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Nov 30, 2023

Penetrating Solid Tumors with CAR Immune Cells

Posted by in categories: biotech/medical, engineering

Engineered immune cells have demonstrated great efficacy in lymphoma but not in solid tumors. On Oct 13th, 2021, two experts described recent advances in the development of CAR therapy for solid tumors.

Tamara Laskowski, PhD, Scientific Project Director of the CAR NK Program, Adoptive Cell Therapy Platform at the MD Anderson Cancer Center discussed “Engineering off-the-shelf CAR immune cells”.

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Nov 30, 2023

Treatment of Unresectable Stage 3 Non-Small Cell Lung Cancer

Posted by in categories: biotech/medical, health

The Lung Cancer Webinar Series Presentation held on August 31, 2022 on “Treatment of Unresectable Stage 3 Non-Small Cell Lung Cancer” moderated by: Hatim Husain, M.D., Medical Oncologist, Associate Professor of Medicine, UC San Diego Health and discussants: Edward B. Garon, M.D., MS, Professor of Medicine at David Geffen School of Medicine, UCLA Department of Medicine, Division of Hematology/Oncology and Aaron E. Lisberg, M.D., Assistant Clinical Professor at David Geffen School of Medicine, UCLA Department of Medicine, Division of Hematology/Oncology.

Nov 30, 2023

Scientists Puzzled by High Energy Signal Coming From Seemingly Empty Space

Posted by in categories: energy, space

Scientists detected an extremely high-energy cosmic ray beaming from outer space — which confusingly came from nowhere in particular.

Nov 30, 2023

Data science helps cross-check space discoveries ‘across time and telescopes’

Posted by in categories: science, space

📸 Look at this post on Facebook

“Researchers can extract more knowledge from the same data, contributing to a deeper understanding of the cosmos”

Nov 30, 2023

Rare Six-Planet Star System Discovered in Milky Way

Posted by in category: space

Worlds orbiting a sun-like star 100 light-years from Earth could unlock secrets surrounding the formation of our solar system.

Nov 30, 2023

Volcanoes or Asteroid? AI Ends Debate Over Dinosaur Extinction Event

Posted by in categories: asteroid/comet impacts, climatology, existential risks, robotics/AI

To address the long-standing debate about whether a massive asteroid impact or volcanic activity caused the extinction of dinosaurs and numerous other species 66 million years ago, a team at Dartmouth College took an innovative approach — they removed scientists from the debate and let the computers decide.

The researchers report in the journal Science a new modeling method powered by interconnected processors that can work through reams of geological and climate data without human input. They tasked nearly 130 processors with analyzing the fossil record in reverse to pinpoint the events and conditions that led to the Cretaceous –Paleogene (K–Pg) extinction event that cleared the way for the ascendance of mammals, including the primates that would lead to early humans.

Nov 30, 2023

Fruit Fly Study Sheds Light on Aggression’s Neural Roots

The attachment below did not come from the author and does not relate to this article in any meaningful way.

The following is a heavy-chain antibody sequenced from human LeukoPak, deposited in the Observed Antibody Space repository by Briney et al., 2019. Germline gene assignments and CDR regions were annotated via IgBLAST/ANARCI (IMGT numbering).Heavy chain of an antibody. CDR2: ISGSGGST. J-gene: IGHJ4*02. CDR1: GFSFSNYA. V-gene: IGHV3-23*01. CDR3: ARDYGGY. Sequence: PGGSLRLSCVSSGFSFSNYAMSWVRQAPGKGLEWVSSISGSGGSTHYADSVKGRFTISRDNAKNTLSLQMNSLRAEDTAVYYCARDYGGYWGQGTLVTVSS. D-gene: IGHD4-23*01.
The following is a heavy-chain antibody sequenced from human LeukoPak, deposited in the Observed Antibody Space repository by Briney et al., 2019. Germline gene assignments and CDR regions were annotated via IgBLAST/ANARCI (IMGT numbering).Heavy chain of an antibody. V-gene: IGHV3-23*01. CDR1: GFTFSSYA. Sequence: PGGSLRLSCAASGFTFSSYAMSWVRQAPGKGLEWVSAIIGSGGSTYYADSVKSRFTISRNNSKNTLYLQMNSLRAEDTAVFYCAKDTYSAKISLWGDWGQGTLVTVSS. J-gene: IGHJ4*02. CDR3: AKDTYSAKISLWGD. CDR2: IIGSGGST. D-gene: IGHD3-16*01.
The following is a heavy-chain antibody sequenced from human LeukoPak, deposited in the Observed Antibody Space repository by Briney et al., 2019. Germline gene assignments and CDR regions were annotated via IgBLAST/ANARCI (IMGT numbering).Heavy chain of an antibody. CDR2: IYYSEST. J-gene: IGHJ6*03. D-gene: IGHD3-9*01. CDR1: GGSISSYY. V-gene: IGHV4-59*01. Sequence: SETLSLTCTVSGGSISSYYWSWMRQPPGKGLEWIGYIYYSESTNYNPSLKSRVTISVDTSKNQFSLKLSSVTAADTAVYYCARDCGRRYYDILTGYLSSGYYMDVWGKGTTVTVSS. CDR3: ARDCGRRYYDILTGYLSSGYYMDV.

Posted by in category: neuroscience

Summary: Researchers have discovered new insights into persistent aggression in female fruit flies, challenging existing theories.

A new study shows that certain neural cells sustain aggressive behavior for up to 10 minutes, suggesting factors beyond recurrent neural connections are at play.

These findings could aid understanding of human aggression and related neurological conditions, highlighting the need for revised models of aggression in the brain.

Nov 30, 2023

DeepMind finds AI agents are capable of social learning

Posted by in category: robotics/AI

Google’s AI offshoot finds copy-cat robots capable of aping living mentors.

Nov 30, 2023

Photonic chips can calculate optimal shape of light for next-gen wireless systems

Posted by in category: computing

Optical wireless may no longer have any obstacles. A study by Politecnico di Milano, conducted together with Scuola Superiore Sant’Anna in Pisa, the University of Glasgow and Stanford University, and published in Nature Photonics, has made it possible to create photonic chips that mathematically calculate the optimal shape of light to best pass through any environment, even one that is unknown or changing over time.

The problem is well known: light is sensitive to any form of obstacle, even very small ones. Think, for example, of how we see objects when looking through a frosted window or simply when our glasses get foggy. The effect is quite similar on a beam of light carrying in optical wireless systems: the information, while still present, is completely distorted and extremely difficult to retrieve.

The devices developed in this research are small silicon chips that serve as smart transceivers: working in pairs, they can automatically and independently ‘calculate’ what shape a needs to be in order to pass through a generic environment with . And that’s not all: they can also generate multiple overlapping beams, each with its own shape, and direct them without them interfering with each other; in this way, the transmission capacity is significantly increased, just as required by next-generation wireless systems.

Nov 30, 2023

The Cerebellum’s Role in Human Cognitive Evolution

Posted by in categories: evolution, genetics, neuroscience

Summary: New research reveals the cerebellum’s significant role in the evolution of human cognitive functions. The study mapped the genetic development of cerebellar cells in humans, mice, and opossums, uncovering both ancestral and unique cellular characteristics.

Key findings include the increased proportion of specific Purkinje cells in humans, potentially linked to higher cognitive functions, and the identification of over 1,000 genes with varying activity profiles across species, some related to neurodevelopmental disorders.

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